AUSTIN, Texas – For years, Dr. Lindley Dodson eased the anxieties of new parents and coaxed small children for routine medical procedures such as shots and, more recently, COVID-19 tests.
The 43-year-old pediatrician operated a thriving practice with several other doctors, keeping a constant presence at school activities and other functions for her three children who are 5, 7 and 11.
Austin police identified Dodson on Wednesday as one of two people found dead at her office after being taken hostage by another pediatrician, Bharat Narumanchi.
Narumanchi did not work at the clinic where he held five employees hostage for hours, police Lt. Jeff Greenwalt said. Four were either let go or escaped, and no children were there, he said.
Dodson’s husband, Drew, said he and his family “have gotten a lot of outreach and support.”
Dodson’s friends and patients were anguished by her loss, many speaking about her through sobs and paying tribute to their special parent-pediatrician relationship.
“You saw her at your worst, when your kid was sick, and she just always had a smile on her face,” said Karen Vladeck, whose two children, ages 2 and 5, were patients. “She made you feel like you were the only parent there, even though there was a line of kids waiting.”
Over several years, Vladeck developed a relationship with Dodson that extended beyond her clinic. She said she often marveled at how Dodson juggled a busy practice – often arriving for rounds before 7 a.m., then seeing patients throughout the day.
Toby Atkins, whose daughter is 4 months old, met Dodson in August through a telehealth visit while he and his wife were considering her practice. He said they had instant trust in Dodson and loved how she laughed at herself as she struggled to adjust her computer camera.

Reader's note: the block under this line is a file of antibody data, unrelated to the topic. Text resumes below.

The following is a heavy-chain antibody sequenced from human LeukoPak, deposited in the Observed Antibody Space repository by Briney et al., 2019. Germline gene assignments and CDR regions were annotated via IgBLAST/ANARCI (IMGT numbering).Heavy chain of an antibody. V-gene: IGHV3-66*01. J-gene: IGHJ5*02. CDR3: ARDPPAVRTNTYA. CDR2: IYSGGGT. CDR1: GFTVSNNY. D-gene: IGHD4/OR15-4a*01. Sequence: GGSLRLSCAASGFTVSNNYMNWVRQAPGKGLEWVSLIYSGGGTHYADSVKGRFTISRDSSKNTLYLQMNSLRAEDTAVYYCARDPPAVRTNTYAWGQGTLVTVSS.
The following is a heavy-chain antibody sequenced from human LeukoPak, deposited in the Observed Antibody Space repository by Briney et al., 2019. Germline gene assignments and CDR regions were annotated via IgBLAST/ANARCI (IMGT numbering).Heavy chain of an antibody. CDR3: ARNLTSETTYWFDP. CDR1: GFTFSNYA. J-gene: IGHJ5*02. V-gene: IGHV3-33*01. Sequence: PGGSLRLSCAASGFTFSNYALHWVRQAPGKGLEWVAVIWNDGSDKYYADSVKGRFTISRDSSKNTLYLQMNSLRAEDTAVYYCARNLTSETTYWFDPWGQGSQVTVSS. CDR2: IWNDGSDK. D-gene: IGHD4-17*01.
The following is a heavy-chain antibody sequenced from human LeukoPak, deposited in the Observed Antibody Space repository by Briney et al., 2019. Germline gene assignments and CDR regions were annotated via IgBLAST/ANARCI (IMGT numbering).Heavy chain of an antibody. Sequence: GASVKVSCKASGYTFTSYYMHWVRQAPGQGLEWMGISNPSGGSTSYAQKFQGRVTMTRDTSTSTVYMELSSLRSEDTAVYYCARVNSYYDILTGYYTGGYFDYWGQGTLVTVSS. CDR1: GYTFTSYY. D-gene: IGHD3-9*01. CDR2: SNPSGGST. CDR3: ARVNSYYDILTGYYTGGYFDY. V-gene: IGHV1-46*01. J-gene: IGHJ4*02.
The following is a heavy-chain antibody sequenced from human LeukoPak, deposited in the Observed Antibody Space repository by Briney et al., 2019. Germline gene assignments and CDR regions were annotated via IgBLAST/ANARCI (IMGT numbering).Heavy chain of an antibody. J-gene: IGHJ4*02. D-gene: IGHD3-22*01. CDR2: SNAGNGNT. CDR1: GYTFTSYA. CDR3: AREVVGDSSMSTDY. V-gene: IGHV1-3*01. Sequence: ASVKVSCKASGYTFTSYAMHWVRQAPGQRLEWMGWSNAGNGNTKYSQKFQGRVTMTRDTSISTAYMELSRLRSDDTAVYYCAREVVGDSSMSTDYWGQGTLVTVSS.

After their daughter was born in October, they saw Dodson in person for four visits.
“For a set of first-time parents, she was an absolute blessing,” said Atkins, who operates a travel company. “We went in with a list of concerns as first-time partners – ‘not sure how all this works!’ – and she was almost humorous as she attacked our list. She said, ‘Oh you are good! Oh, completely normal!’ ”
“We had masks on, but you could tell she was smiling underneath,” Atkins said.
Glenna Bruun said that after her family was possibly exposed to COVID-19, she took three of her four children to Dodson’s clinic for testing.
Dodson came outside dressed in personal protective gear and eased her children’s worries as she collected nasal swabs.
“It was, ‘This is just going to be a little tickle’ kind of thing,” Bruun said. “ ‘We know it isn’t fun, but we are going to get through it together.’ ”
The next morning, Dodson called with the good news that the children tested negative.
“She was a mom, and she just knew how to do things expertly,” Bruun said. “She just had a way with children.”
According to her online bio, Dodson attended Washington and Lee University as an undergraduate and Louisiana State University Medical School in New Orleans. She did her residency at Vanderbilt University. She served as an instructor in 2006 at Harvard Medical School and became a partner at Children’s Medical Group in Austin in August 2017 after working for Ascension Seton. She previously worked as an urgent care physician at Boston Children’s Hospital.
Funeral arrangements have not yet been made.
Follow Nicole Villalpando on Twitter: @raisingaustin.
Contributing: The Associated Press.